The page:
The foreign ministers of Iran and six world powers met on Monday in a final push for a preliminary accord less than two days before their deadline to outline a deal to end Tehran’s nuclear standoff with the West.
For days Iran, the United States, Britain, France, Germany, Russia and China have been holding marathon negotiations in the Swiss city of Lausanne to break an impasse in nuclear negotiations, but officials cautioned that attempts to reach a framework accord could yet fall apart.
In addition to U.S. Secretary of State John Kerry and Iranian Foreign Minister Mohammad Javad Zarif, British Foreign Secretary Philip Hammond, French Foreign Minister Laurent Fabius, Germany’s Frank-Walter Steinmeier, Russia’s Sergei Lavrov and China’s Wang Yi gathered at a 19th-century hotel overlooking Lake Geneva to try to end the deadlock in the talks.
The six powers want more than a 10-year suspension of Iran’s most sensitive nuclear work. Tehran, which denies it is trying to develop a nuclear weapons capability, demands in exchange for limits on its atomic activities a swift end to international sanctions that are crippling its economy.
While some issues being discussed in the negotiations have been resolved, there are several differences on which the two sides have been unable to reach agreement. Both Iran and the six have floated compromise proposals in an attempt to make an accord possible.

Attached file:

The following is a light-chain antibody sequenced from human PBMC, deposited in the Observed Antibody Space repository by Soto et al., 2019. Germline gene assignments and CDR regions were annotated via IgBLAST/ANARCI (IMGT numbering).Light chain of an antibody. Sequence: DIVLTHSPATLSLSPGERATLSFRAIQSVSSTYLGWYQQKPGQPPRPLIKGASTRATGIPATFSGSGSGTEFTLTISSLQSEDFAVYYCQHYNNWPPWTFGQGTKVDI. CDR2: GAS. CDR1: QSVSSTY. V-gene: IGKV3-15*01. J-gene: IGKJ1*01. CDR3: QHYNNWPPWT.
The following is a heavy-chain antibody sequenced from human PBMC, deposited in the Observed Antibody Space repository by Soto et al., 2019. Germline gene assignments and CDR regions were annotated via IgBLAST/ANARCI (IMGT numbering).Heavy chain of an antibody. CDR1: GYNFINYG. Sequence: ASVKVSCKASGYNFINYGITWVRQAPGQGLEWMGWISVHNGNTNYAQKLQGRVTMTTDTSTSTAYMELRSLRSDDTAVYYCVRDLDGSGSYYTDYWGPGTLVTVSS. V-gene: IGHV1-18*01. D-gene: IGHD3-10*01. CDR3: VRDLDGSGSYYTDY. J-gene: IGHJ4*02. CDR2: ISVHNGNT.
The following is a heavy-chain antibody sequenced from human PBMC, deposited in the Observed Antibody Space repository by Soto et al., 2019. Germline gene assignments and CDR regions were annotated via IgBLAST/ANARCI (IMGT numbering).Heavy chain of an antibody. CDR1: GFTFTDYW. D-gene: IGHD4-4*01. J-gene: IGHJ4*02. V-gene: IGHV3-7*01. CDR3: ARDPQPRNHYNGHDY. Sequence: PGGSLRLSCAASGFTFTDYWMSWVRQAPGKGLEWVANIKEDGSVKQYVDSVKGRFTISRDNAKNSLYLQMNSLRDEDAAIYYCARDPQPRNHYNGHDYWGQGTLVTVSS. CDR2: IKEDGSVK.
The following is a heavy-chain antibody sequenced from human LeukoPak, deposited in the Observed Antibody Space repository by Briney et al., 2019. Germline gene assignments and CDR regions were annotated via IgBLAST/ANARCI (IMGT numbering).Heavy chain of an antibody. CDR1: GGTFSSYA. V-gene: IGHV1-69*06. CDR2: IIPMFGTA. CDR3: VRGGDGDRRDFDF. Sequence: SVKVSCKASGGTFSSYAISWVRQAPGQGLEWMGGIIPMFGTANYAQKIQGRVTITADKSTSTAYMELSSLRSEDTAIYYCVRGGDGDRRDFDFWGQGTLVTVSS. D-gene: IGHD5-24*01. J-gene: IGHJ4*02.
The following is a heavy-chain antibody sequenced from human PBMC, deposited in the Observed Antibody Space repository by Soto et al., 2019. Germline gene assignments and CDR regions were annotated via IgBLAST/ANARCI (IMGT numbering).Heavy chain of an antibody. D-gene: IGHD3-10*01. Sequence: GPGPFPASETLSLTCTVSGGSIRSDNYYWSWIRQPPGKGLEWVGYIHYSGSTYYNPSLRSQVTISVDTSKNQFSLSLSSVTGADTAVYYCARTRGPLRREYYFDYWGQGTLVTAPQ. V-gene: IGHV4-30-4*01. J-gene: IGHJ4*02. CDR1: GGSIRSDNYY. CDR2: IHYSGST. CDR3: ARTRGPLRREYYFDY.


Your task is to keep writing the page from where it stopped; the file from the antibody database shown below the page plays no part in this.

One sticking point concerns Iran’s demand to continue with research into newer generations of advanced centrifuges that can purify uranium faster and in greater quantities than the ones it currently operates for use in nuclear power plants or, if very highly enriched, in weapons.
Another question involves the speed of removing United Nations sanctions on Iran. A senior U.S. official said on Sunday there were other unresolved issues, but expected those would fall into place if the big sticking points could be worked out.
Even if Iran and the six powers reach an agreement by their end-March deadline, officials close to the talks say it could still fall apart when the two sides attempt to agree on all the technical details for a comprehensive accord by June 30.
Efforts by the Obama administration to stem criticism of its diplomacy with Iran have included threats to nations involved in the talks, including U.S. allies, according to Western sources familiar with White House efforts to quell fears it will permit Iran to retain aspects of its nuclear weapons program.
A series of conversations between top American and French officials, including between President Obama and French President Francois Hollande, have seen Americans engage in behavior described as bullying by sources. The disagreement over France’s cautious position in regard to Iran threatens to erode U.S. relations with Paris, sources said.
Tension between Washington and Paris comes amid frustration by other U.S. allies, such as Saudi Arabia and Israel. The White House responded to this criticism by engaging in public campaigns analysts worry will endanger American interests.